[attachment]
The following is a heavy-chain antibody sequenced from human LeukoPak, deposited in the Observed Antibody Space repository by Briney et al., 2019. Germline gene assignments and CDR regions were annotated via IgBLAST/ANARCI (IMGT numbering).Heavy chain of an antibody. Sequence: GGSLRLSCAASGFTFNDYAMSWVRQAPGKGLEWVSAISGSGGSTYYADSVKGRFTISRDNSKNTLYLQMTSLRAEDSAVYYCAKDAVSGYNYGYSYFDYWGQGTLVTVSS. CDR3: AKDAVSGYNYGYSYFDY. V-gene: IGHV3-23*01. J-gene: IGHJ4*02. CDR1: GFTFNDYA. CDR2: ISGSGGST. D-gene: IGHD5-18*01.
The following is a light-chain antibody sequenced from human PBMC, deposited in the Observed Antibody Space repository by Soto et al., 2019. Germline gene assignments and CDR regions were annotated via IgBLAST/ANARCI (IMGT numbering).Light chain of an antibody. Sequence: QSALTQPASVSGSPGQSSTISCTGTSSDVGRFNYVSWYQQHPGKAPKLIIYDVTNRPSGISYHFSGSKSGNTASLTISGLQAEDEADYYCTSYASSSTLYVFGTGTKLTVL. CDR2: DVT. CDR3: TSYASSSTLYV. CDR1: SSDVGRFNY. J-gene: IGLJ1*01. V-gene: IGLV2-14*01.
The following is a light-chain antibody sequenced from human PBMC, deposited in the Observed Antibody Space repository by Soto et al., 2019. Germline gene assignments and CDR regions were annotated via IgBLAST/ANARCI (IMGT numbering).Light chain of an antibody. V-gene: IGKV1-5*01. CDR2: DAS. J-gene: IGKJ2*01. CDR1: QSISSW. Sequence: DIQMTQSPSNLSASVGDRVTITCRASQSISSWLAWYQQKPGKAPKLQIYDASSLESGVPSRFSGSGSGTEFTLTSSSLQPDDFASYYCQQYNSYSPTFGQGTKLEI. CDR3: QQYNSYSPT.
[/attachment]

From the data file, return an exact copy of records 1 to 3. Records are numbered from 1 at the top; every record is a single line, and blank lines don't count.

The following is a heavy-chain antibody sequenced from human LeukoPak, deposited in the Observed Antibody Space repository by Briney et al., 2019. Germline gene assignments and CDR regions were annotated via IgBLAST/ANARCI (IMGT numbering).Heavy chain of an antibody. Sequence: GGSLRLSCAASGFTFNDYAMSWVRQAPGKGLEWVSAISGSGGSTYYADSVKGRFTISRDNSKNTLYLQMTSLRAEDSAVYYCAKDAVSGYNYGYSYFDYWGQGTLVTVSS. CDR3: AKDAVSGYNYGYSYFDY. V-gene: IGHV3-23*01. J-gene: IGHJ4*02. CDR1: GFTFNDYA. CDR2: ISGSGGST. D-gene: IGHD5-18*01.
The following is a light-chain antibody sequenced from human PBMC, deposited in the Observed Antibody Space repository by Soto et al., 2019. Germline gene assignments and CDR regions were annotated via IgBLAST/ANARCI (IMGT numbering).Light chain of an antibody. Sequence: QSALTQPASVSGSPGQSSTISCTGTSSDVGRFNYVSWYQQHPGKAPKLIIYDVTNRPSGISYHFSGSKSGNTASLTISGLQAEDEADYYCTSYASSSTLYVFGTGTKLTVL. CDR2: DVT. CDR3: TSYASSSTLYV. CDR1: SSDVGRFNY. J-gene: IGLJ1*01. V-gene: IGLV2-14*01.
The following is a light-chain antibody sequenced from human PBMC, deposited in the Observed Antibody Space repository by Soto et al., 2019. Germline gene assignments and CDR regions were annotated via IgBLAST/ANARCI (IMGT numbering).Light chain of an antibody. V-gene: IGKV1-5*01. CDR2: DAS. J-gene: IGKJ2*01. CDR1: QSISSW. Sequence: DIQMTQSPSNLSASVGDRVTITCRASQSISSWLAWYQQKPGKAPKLQIYDASSLESGVPSRFSGSGSGTEFTLTSSSLQPDDFASYYCQQYNSYSPTFGQGTKLEI. CDR3: QQYNSYSPT.